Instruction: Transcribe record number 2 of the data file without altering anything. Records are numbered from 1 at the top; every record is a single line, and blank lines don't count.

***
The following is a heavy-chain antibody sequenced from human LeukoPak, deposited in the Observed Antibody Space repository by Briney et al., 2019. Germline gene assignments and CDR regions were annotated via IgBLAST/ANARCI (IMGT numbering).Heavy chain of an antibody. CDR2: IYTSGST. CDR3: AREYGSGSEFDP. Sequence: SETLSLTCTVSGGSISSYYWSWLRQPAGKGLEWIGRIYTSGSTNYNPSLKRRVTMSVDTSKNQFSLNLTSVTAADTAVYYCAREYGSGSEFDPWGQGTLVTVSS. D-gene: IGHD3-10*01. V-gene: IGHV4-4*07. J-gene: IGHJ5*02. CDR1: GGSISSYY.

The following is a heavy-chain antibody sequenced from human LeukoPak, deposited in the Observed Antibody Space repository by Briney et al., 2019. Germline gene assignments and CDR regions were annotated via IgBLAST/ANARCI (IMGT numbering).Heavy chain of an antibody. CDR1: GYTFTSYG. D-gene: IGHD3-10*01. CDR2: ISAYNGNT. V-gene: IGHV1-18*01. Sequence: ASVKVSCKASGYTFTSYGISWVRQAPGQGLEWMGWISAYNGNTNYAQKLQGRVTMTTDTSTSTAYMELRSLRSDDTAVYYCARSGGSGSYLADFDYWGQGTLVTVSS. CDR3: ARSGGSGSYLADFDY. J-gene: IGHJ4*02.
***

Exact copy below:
The following is a heavy-chain antibody sequenced from human LeukoPak, deposited in the Observed Antibody Space repository by Briney et al., 2019. Germline gene assignments and CDR regions were annotated via IgBLAST/ANARCI (IMGT numbering).Heavy chain of an antibody. CDR1: GYTFTSYG. D-gene: IGHD3-10*01. CDR2: ISAYNGNT. V-gene: IGHV1-18*01. Sequence: ASVKVSCKASGYTFTSYGISWVRQAPGQGLEWMGWISAYNGNTNYAQKLQGRVTMTTDTSTSTAYMELRSLRSDDTAVYYCARSGGSGSYLADFDYWGQGTLVTVSS. CDR3: ARSGGSGSYLADFDY. J-gene: IGHJ4*02.